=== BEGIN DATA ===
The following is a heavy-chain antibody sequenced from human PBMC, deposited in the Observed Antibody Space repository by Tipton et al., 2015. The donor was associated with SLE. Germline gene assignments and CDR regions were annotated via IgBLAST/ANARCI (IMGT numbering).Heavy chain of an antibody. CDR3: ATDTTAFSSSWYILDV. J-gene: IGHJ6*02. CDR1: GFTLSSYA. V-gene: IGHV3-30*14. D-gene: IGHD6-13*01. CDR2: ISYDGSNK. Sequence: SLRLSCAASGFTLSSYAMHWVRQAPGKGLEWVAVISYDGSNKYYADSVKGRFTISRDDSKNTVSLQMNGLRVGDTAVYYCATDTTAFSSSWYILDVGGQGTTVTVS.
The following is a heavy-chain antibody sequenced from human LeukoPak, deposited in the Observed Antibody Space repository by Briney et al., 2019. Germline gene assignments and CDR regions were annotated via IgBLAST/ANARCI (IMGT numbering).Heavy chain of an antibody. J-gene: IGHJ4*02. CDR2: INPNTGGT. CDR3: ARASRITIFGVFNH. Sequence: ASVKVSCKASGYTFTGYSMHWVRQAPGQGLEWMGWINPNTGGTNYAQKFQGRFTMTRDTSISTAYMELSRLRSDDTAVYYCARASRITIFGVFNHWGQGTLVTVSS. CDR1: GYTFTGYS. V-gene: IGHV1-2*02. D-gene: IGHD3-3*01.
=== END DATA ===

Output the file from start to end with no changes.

The following is a heavy-chain antibody sequenced from human PBMC, deposited in the Observed Antibody Space repository by Tipton et al., 2015. The donor was associated with SLE. Germline gene assignments and CDR regions were annotated via IgBLAST/ANARCI (IMGT numbering).Heavy chain of an antibody. CDR3: ATDTTAFSSSWYILDV. J-gene: IGHJ6*02. CDR1: GFTLSSYA. V-gene: IGHV3-30*14. D-gene: IGHD6-13*01. CDR2: ISYDGSNK. Sequence: SLRLSCAASGFTLSSYAMHWVRQAPGKGLEWVAVISYDGSNKYYADSVKGRFTISRDDSKNTVSLQMNGLRVGDTAVYYCATDTTAFSSSWYILDVGGQGTTVTVS.
The following is a heavy-chain antibody sequenced from human LeukoPak, deposited in the Observed Antibody Space repository by Briney et al., 2019. Germline gene assignments and CDR regions were annotated via IgBLAST/ANARCI (IMGT numbering).Heavy chain of an antibody. J-gene: IGHJ4*02. CDR2: INPNTGGT. CDR3: ARASRITIFGVFNH. Sequence: ASVKVSCKASGYTFTGYSMHWVRQAPGQGLEWMGWINPNTGGTNYAQKFQGRFTMTRDTSISTAYMELSRLRSDDTAVYYCARASRITIFGVFNHWGQGTLVTVSS. CDR1: GYTFTGYS. V-gene: IGHV1-2*02. D-gene: IGHD3-3*01.